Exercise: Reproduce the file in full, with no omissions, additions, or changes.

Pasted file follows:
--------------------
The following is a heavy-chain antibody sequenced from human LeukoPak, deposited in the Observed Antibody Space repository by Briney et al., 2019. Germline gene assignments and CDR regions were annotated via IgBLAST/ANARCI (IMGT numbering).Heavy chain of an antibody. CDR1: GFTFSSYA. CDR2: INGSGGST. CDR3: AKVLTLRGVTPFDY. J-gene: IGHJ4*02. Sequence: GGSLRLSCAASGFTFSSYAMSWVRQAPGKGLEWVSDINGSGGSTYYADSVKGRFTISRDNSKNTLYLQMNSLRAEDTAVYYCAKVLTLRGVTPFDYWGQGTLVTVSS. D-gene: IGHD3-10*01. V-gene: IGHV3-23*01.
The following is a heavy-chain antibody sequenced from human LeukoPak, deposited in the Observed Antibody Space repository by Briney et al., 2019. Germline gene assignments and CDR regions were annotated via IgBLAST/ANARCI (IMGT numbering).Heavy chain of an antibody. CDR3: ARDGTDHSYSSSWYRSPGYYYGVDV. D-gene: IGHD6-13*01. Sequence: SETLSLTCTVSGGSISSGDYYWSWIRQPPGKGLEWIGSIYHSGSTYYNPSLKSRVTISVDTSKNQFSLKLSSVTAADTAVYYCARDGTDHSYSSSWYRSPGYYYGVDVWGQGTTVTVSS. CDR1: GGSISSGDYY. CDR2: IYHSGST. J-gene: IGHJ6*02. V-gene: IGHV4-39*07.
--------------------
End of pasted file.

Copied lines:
The following is a heavy-chain antibody sequenced from human LeukoPak, deposited in the Observed Antibody Space repository by Briney et al., 2019. Germline gene assignments and CDR regions were annotated via IgBLAST/ANARCI (IMGT numbering).Heavy chain of an antibody. CDR1: GFTFSSYA. CDR2: INGSGGST. CDR3: AKVLTLRGVTPFDY. J-gene: IGHJ4*02. Sequence: GGSLRLSCAASGFTFSSYAMSWVRQAPGKGLEWVSDINGSGGSTYYADSVKGRFTISRDNSKNTLYLQMNSLRAEDTAVYYCAKVLTLRGVTPFDYWGQGTLVTVSS. D-gene: IGHD3-10*01. V-gene: IGHV3-23*01.
The following is a heavy-chain antibody sequenced from human LeukoPak, deposited in the Observed Antibody Space repository by Briney et al., 2019. Germline gene assignments and CDR regions were annotated via IgBLAST/ANARCI (IMGT numbering).Heavy chain of an antibody. CDR3: ARDGTDHSYSSSWYRSPGYYYGVDV. D-gene: IGHD6-13*01. Sequence: SETLSLTCTVSGGSISSGDYYWSWIRQPPGKGLEWIGSIYHSGSTYYNPSLKSRVTISVDTSKNQFSLKLSSVTAADTAVYYCARDGTDHSYSSSWYRSPGYYYGVDVWGQGTTVTVSS. CDR1: GGSISSGDYY. CDR2: IYHSGST. J-gene: IGHJ6*02. V-gene: IGHV4-39*07.